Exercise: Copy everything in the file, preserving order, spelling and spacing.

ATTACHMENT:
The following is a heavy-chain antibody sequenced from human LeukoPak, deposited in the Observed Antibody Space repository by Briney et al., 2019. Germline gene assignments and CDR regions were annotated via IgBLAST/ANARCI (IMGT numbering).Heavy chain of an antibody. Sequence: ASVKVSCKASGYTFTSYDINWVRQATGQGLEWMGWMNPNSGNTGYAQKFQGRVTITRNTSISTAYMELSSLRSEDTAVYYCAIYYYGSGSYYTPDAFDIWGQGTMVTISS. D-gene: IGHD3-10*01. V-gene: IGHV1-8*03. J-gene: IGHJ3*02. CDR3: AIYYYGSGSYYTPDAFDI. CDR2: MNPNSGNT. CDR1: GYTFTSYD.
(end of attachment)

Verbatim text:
The following is a heavy-chain antibody sequenced from human LeukoPak, deposited in the Observed Antibody Space repository by Briney et al., 2019. Germline gene assignments and CDR regions were annotated via IgBLAST/ANARCI (IMGT numbering).Heavy chain of an antibody. Sequence: ASVKVSCKASGYTFTSYDINWVRQATGQGLEWMGWMNPNSGNTGYAQKFQGRVTITRNTSISTAYMELSSLRSEDTAVYYCAIYYYGSGSYYTPDAFDIWGQGTMVTISS. D-gene: IGHD3-10*01. V-gene: IGHV1-8*03. J-gene: IGHJ3*02. CDR3: AIYYYGSGSYYTPDAFDI. CDR2: MNPNSGNT. CDR1: GYTFTSYD.